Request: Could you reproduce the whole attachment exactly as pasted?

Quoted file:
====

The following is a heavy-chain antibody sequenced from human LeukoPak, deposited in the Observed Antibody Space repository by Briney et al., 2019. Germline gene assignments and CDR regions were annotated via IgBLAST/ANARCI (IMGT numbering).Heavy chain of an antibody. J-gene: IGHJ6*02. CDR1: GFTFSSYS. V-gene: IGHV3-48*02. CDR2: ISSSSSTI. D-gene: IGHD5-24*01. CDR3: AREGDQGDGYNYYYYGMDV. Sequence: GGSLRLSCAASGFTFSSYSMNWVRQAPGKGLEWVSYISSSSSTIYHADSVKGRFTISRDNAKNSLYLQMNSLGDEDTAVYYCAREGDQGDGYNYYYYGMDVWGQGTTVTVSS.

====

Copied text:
The following is a heavy-chain antibody sequenced from human LeukoPak, deposited in the Observed Antibody Space repository by Briney et al., 2019. Germline gene assignments and CDR regions were annotated via IgBLAST/ANARCI (IMGT numbering).Heavy chain of an antibody. J-gene: IGHJ6*02. CDR1: GFTFSSYS. V-gene: IGHV3-48*02. CDR2: ISSSSSTI. D-gene: IGHD5-24*01. CDR3: AREGDQGDGYNYYYYGMDV. Sequence: GGSLRLSCAASGFTFSSYSMNWVRQAPGKGLEWVSYISSSSSTIYHADSVKGRFTISRDNAKNSLYLQMNSLGDEDTAVYYCAREGDQGDGYNYYYYGMDVWGQGTTVTVSS.